4 out of 5 stars

The work of former FBI special agent John Douglas revolutionised the Bureau, and by extension crime fiction. Douglas was a pioneer of criminal profiling in the late-1970s, and his career famously inspired author Thomas Harris to write Red Dragon and The Silence of the Lambs. Subsequent movies and television series were in turn inspired by Harris’s fiction, and these days the FBI and capturing serial killers seem to go hand-in-hand.

David Fincher has also been influential on the serial killer sub-genre in movies, following his breakthrough success directing Se7en (1995), which indirectly owed Douglas a debt. Zodiac (2007) followed much later in the filmmaker’s career, but underlined Fincher’s interest in the evil men are capable of, with a script adapting the real-life manhunt for the “Zodiac” in the San Francisco Bay Area during the late-1960s and early-’70s.

Mindhunter is a Netflix original series combining the story of Douglas with the aesthetic of Fincher. It gives us us a dramatised look at the birth of criminal profiling, using Douglas’s 1995 best-seller Mindhunter: Inside the FBI’s Elite Serial Crime Unit as its basis. Stylistically, it feels like the small-screen cousin of Zodiac (chronologically almost a sequel to that story), focused on the time when the FBI’s Behaviour Sciences Unit (BSU) began developing ways to classify violent crimes and create ways to predict a killer’s moves based on traits and habits. In the late-’70s this was a fresh idea and a new way of tackling the sickening crimes that seemed to be proliferating across the US, post-Charles Manson.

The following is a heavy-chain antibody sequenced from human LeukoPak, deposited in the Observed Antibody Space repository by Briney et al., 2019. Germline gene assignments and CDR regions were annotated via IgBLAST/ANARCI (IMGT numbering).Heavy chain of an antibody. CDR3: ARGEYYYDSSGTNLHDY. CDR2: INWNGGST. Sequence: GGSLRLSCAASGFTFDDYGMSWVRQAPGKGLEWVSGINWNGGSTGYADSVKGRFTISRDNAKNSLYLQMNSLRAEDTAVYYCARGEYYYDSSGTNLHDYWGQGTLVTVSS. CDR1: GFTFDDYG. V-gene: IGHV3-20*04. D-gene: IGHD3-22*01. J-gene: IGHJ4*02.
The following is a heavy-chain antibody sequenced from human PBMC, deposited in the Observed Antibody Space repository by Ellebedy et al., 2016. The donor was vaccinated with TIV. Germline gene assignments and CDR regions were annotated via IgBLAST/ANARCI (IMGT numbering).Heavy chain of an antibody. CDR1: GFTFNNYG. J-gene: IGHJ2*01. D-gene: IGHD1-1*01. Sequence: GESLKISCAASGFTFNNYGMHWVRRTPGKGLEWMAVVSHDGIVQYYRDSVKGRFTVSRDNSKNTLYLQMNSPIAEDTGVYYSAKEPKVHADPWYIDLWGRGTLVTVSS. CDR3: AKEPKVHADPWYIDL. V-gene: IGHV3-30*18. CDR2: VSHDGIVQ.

In the series, we follow clean-cut FBI special agent Holden Ford (Jonathan Groff), a character based on John Douglas who likewise becomes a founding father of criminal profiling. Ford’s a hostage negotiation specialist who starts working for agent Bill Tench (Holt McCallany), based on criminologist Robert K. Ressler, helping him interview famous psychos to try and understand how they think. Their work forms part of a study by psychology expert Dr. Wendy Carr (Anna Torv), based on Dr. Ann Wolbert Burgess, who uses their interviews to aide her research into the thought processes behind violent crimes.

The first thing to note about Mindhunter is how it’s a very different beast to Se7en and Zodiac, so don’t expect a cutdown version of those movies. The story here involves very little “action” in the traditional sense, as it’s more about spending time with characters in long exchanges of dialogue, where they’re usually sat in prison cells, restaurants, cars and planes. It’s the antithesis of everything Hollywood has audiences expecting about stories concerning serial killers and the FBI. There are no car or foot chases, no scenes of grisly murder of stomach-churning autopsies, or body parts being posted to the cops with a taunting message written.